A curate’s egg. That is the best way to describe the amendments to the labour laws now passed by the National Assembly.
The modern version of this expression means that, while it is good in parts, overall, it is unpalatable. The one major good part, rightly hailed last week by labour federation Cosatu, is paternity leave that also applies to adoptive parents.
But this scarcely compensates for the overall thrust of the changes that will probably come into force by next year. Because the changes undermine the sole weapon workers have access to in their battle for improved wages and conditions: the strike.
Possibly emboldened by the rapid advance of automation and the growing number of desperate unemployed workers, business has seized the opportunity to try to bring labour under a social compact umbrella. This is seen as essential in the face of the ongoing global economic crisis.
Industrial disputes are seen by business and by government, itself the largest employer in the land, as an impediment to economic growth and stability. This is the logic of a mad and competition-powered, profit motive merry-go-round. It is spinning out of control, spewing surplus production while destroying livelihoods and the environment.
But workers have the constitutional right to strike, which is also upheld by International Labour Organisation conventions. So strikes cannot be banned. Workers cannot be sacked or otherwise victimised for going on a legally protected strike.
And herein lies the catch – there are provisions that have to be met before legal protection is granted. Legislation, passed by government, can therefore make it easier or harder for workers to exercise their right to withhold labour.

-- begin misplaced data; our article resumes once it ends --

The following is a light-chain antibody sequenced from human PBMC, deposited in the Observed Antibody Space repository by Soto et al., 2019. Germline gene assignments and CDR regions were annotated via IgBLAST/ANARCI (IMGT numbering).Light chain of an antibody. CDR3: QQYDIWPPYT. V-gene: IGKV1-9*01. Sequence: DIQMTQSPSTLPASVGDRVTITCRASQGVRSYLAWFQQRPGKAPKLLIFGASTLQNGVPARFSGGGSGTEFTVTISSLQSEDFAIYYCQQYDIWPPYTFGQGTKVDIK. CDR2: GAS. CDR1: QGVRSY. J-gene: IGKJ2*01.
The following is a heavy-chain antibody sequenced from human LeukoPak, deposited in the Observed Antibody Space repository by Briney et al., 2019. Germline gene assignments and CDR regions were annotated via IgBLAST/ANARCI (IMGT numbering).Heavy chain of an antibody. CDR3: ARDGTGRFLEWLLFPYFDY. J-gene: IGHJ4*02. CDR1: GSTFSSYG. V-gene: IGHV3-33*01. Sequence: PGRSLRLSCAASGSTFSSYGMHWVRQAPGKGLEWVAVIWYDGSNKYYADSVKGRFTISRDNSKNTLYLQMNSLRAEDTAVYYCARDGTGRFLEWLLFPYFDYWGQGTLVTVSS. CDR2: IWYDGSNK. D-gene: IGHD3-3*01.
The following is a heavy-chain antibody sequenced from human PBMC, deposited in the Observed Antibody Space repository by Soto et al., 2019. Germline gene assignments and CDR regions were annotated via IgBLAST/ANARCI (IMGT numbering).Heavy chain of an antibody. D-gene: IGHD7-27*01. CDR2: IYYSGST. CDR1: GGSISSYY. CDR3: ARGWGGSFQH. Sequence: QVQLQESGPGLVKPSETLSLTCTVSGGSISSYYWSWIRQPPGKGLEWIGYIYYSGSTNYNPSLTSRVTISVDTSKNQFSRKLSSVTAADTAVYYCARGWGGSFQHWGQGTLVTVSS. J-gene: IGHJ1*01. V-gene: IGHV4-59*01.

There also exists a myth, apparently widespread in business and government, that workers impulsively go on strike, often for no good reason. But strikes are almost invariably an action of last resort because, while business is affected, workers usually suffer much more due to the loss of wages.
But the withholding of labour can be a powerful instrument. As has been pointed out, if every worker everywhere suddenly stopped work, the world as we know it would stop. But if every company director spent a whole day – or even a week – playing golf, the only problem might be congestion on the golf courses.
This point highlights the fact that the interests of bosses and workers are not the same and never can be. Yet, perhaps in desperation triggered by the economic crisis, government and business persist in trying to foster the myth that employers and employees share common goals and interests. This is the rationale for the social compact.
The “we are all in the same boat” argument was made in Britain 40 years ago and failed dismally, as it has wherever else it has been tried. The lesson should have been learnt that there are three ways within our economic system that government can deal with trade unions – either crush them by banning and so on, incorporate them as conveyor belts for the governing party, or accept the reality of having to manage inevitable tension, hopefully as fairly as possible.
It has been argued, with considerable justification, that the present government has always tended to favour the employer position. This dates back to the introduction of the Labour Relations Act in 1995.
It incorporates a clause allowing for “replacement labour” when workers are on strike. This was the unpalatable “scab charter” part of generally sound and sensible legislation.
Along with the latest proposals, some unions have rediscovered the existence of the “scab” clause. It will doubtless become part of what promises to be a bitter labour law battle.